Preparations near fence
Photo: Reuters
Photo: AP
Pope in Jordan
Photo: Reuters
Palestinian choir at Nativity Church
Photo: AP

Bethlehem prepares stage near fence for pope's visit

Despite Israeli ban, Palestinians continue to place finishing touches on Bethlehem amphitheatre near separation fence ahead of Benedict's visit, with high chance pope may not even visit site

In the town of Jesus's birth, before a grim concrete backdrop topped by a watchtower defaced by graffiti, Palestinians are putting the finishing touches to an amphitheatre for Pope Benedict's visit.


But Israel has ordered a halt to construction and the pope may not even use it when he speaks in Bethlehem on Wednesday.


The site was proposed by the Aida refugee camp to dramatize the reality of Israel's barrier through the West Bank.


It was on the understanding that the Vatican would accept the location that the refugee camp received funds from the Palestinian Authority to build the stage, say local officials.

Separation fence in Bethlehem (Photo: AP)


It is not clear whether, as Palestinian officials here say, the Vatican at first endorsed, then rejected, the site.


"When we started to work on this stage, a group from the Catholic church came to check our work. They told us to raise the eastern side of it, to make it more secure for the pope when he stands on the stage," said Monther Ameera, coordinator of his visit to the refugee camp.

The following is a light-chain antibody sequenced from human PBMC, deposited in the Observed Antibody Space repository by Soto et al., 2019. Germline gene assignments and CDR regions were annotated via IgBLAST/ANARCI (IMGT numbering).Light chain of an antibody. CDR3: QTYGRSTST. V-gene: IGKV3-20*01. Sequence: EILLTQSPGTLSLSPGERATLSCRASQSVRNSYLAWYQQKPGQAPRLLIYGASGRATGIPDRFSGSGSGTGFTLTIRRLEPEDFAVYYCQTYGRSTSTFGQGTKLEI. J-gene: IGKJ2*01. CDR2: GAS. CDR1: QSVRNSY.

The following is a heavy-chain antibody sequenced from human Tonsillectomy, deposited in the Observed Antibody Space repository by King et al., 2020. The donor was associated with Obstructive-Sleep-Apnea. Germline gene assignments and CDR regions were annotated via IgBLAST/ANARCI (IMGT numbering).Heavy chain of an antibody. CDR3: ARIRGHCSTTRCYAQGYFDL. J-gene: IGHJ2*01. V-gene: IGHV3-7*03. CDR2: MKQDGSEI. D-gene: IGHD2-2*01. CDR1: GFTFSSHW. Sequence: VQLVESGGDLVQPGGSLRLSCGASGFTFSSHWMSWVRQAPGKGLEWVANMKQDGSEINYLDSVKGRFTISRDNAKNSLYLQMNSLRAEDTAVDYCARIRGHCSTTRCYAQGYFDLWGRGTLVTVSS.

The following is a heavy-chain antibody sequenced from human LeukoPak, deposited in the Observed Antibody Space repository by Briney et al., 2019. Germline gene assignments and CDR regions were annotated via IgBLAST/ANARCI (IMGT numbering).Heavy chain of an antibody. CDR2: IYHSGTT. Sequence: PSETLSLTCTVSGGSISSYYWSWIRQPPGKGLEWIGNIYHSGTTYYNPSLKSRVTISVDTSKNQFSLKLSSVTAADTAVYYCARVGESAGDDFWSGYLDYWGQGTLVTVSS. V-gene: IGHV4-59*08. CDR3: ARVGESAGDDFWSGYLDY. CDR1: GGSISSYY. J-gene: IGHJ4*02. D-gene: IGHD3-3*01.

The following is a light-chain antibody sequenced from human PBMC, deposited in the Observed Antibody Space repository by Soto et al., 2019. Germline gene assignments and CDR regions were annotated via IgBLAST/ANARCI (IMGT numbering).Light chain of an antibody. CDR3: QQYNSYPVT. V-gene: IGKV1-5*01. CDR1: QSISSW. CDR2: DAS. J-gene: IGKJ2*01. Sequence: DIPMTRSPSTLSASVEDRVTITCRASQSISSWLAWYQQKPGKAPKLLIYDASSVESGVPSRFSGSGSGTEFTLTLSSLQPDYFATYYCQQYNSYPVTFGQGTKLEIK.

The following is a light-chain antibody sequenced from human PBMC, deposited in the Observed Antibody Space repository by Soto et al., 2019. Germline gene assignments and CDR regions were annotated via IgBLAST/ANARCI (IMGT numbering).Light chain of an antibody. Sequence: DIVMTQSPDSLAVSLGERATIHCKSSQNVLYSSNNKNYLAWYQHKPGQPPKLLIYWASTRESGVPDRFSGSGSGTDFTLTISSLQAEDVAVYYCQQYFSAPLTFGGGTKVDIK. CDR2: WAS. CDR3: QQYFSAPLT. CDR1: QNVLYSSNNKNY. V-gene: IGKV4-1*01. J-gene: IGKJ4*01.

But instead, Benedict is due to meet pupils at Aida's United Nations-run school which stands nearby.


Overlooked by the ornate minaret of an old mosque and garlanded with coils of razor wire, the school is directly across the street from where the little stone amphitheatre, with seating for no more than 500, is being built.

Amphitheatre's finishing touches, despite Israeli ban (Photo: Reuters) 


Last week, as workers were facing the amphitheatre with thick tiles of sand-coloured Jerusalem stone, an Israeli official delivered a legal notice, in Arabic and Hebrew, that they could not build at the site.


The spot is in an area designated by interim peace accords as under Israeli military control.


"You may apply for a permit", the legal notice said, and it laid down a formal procedure. The Palestinians, however, believed from past experience that there was no chance of obtaining a permit and ignored the order.


'VIPs taking refugees' place'

During his visit, the pope will be personally accompanied by the Palestinian Authority's military intelligence and Preventive Security Service.


The Palestinian presidential guard will be responsible for the security of the Church of the Nativity's courtyard, where the pope will hold a mass.


The pope's visit is not void of power struggles, and Ynet has learned that arguments have broken out over the list of people invited to take part in the pope's welcoming ceremony at the refugee camp.


"They are bringing him here, but he probably won't meet a single refugee because the VIPs all reserved the visit for themselves," a clerk in the Palestinian Authority in Bethlehem told Ynet.


A few weeks ago, the Latin Patriarch of Jerusalem Fouad Twal said the pope will visit and preach at "the al-Aida refugee camp in Bethlehem, which symbolizes the right of return and holds a message of peace, brotherhood, and justice".


Ynet contributed to this report


פרסום ראשון: 05.11.09, 09:44
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